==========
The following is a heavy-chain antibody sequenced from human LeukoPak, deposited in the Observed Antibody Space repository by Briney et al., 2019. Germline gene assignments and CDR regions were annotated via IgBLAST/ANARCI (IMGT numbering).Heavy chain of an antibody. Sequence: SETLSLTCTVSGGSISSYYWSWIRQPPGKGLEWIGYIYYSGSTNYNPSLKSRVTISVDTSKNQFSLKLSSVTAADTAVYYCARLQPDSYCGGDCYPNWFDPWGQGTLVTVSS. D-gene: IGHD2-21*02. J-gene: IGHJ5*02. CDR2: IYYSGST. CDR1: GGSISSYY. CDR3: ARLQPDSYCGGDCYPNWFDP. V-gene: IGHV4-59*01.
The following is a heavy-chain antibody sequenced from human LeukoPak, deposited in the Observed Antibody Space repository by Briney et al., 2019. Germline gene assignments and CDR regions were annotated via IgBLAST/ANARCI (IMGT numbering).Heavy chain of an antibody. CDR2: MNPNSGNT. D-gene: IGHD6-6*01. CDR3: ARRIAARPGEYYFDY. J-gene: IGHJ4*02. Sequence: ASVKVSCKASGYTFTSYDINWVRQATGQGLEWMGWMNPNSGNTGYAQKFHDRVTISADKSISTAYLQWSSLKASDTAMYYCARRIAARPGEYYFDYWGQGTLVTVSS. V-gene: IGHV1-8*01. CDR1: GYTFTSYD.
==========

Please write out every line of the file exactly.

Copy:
The following is a heavy-chain antibody sequenced from human LeukoPak, deposited in the Observed Antibody Space repository by Briney et al., 2019. Germline gene assignments and CDR regions were annotated via IgBLAST/ANARCI (IMGT numbering).Heavy chain of an antibody. Sequence: SETLSLTCTVSGGSISSYYWSWIRQPPGKGLEWIGYIYYSGSTNYNPSLKSRVTISVDTSKNQFSLKLSSVTAADTAVYYCARLQPDSYCGGDCYPNWFDPWGQGTLVTVSS. D-gene: IGHD2-21*02. J-gene: IGHJ5*02. CDR2: IYYSGST. CDR1: GGSISSYY. CDR3: ARLQPDSYCGGDCYPNWFDP. V-gene: IGHV4-59*01.
The following is a heavy-chain antibody sequenced from human LeukoPak, deposited in the Observed Antibody Space repository by Briney et al., 2019. Germline gene assignments and CDR regions were annotated via IgBLAST/ANARCI (IMGT numbering).Heavy chain of an antibody. CDR2: MNPNSGNT. D-gene: IGHD6-6*01. CDR3: ARRIAARPGEYYFDY. J-gene: IGHJ4*02. Sequence: ASVKVSCKASGYTFTSYDINWVRQATGQGLEWMGWMNPNSGNTGYAQKFHDRVTISADKSISTAYLQWSSLKASDTAMYYCARRIAARPGEYYFDYWGQGTLVTVSS. V-gene: IGHV1-8*01. CDR1: GYTFTSYD.